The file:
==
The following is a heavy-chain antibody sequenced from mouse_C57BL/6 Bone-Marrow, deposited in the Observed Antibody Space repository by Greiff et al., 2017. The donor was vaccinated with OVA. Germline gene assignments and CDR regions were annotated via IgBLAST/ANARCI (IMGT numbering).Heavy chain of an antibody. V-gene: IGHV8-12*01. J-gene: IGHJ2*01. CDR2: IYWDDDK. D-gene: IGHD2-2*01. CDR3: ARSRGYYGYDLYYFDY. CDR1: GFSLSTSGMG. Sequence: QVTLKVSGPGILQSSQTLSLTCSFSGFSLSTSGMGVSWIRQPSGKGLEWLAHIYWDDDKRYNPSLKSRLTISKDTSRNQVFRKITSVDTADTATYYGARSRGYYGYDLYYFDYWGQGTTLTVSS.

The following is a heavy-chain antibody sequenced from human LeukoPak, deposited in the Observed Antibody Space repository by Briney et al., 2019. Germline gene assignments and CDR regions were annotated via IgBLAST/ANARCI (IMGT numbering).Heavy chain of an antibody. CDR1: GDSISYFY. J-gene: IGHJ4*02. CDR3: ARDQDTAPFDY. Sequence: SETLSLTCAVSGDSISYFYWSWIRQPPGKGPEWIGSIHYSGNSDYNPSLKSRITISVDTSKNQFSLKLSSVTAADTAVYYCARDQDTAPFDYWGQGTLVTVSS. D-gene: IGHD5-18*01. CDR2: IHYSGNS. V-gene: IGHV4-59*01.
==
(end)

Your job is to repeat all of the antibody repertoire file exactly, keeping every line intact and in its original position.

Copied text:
The following is a heavy-chain antibody sequenced from mouse_C57BL/6 Bone-Marrow, deposited in the Observed Antibody Space repository by Greiff et al., 2017. The donor was vaccinated with OVA. Germline gene assignments and CDR regions were annotated via IgBLAST/ANARCI (IMGT numbering).Heavy chain of an antibody. V-gene: IGHV8-12*01. J-gene: IGHJ2*01. CDR2: IYWDDDK. D-gene: IGHD2-2*01. CDR3: ARSRGYYGYDLYYFDY. CDR1: GFSLSTSGMG. Sequence: QVTLKVSGPGILQSSQTLSLTCSFSGFSLSTSGMGVSWIRQPSGKGLEWLAHIYWDDDKRYNPSLKSRLTISKDTSRNQVFRKITSVDTADTATYYGARSRGYYGYDLYYFDYWGQGTTLTVSS.

The following is a heavy-chain antibody sequenced from human LeukoPak, deposited in the Observed Antibody Space repository by Briney et al., 2019. Germline gene assignments and CDR regions were annotated via IgBLAST/ANARCI (IMGT numbering).Heavy chain of an antibody. CDR1: GDSISYFY. J-gene: IGHJ4*02. CDR3: ARDQDTAPFDY. Sequence: SETLSLTCAVSGDSISYFYWSWIRQPPGKGPEWIGSIHYSGNSDYNPSLKSRITISVDTSKNQFSLKLSSVTAADTAVYYCARDQDTAPFDYWGQGTLVTVSS. D-gene: IGHD5-18*01. CDR2: IHYSGNS. V-gene: IGHV4-59*01.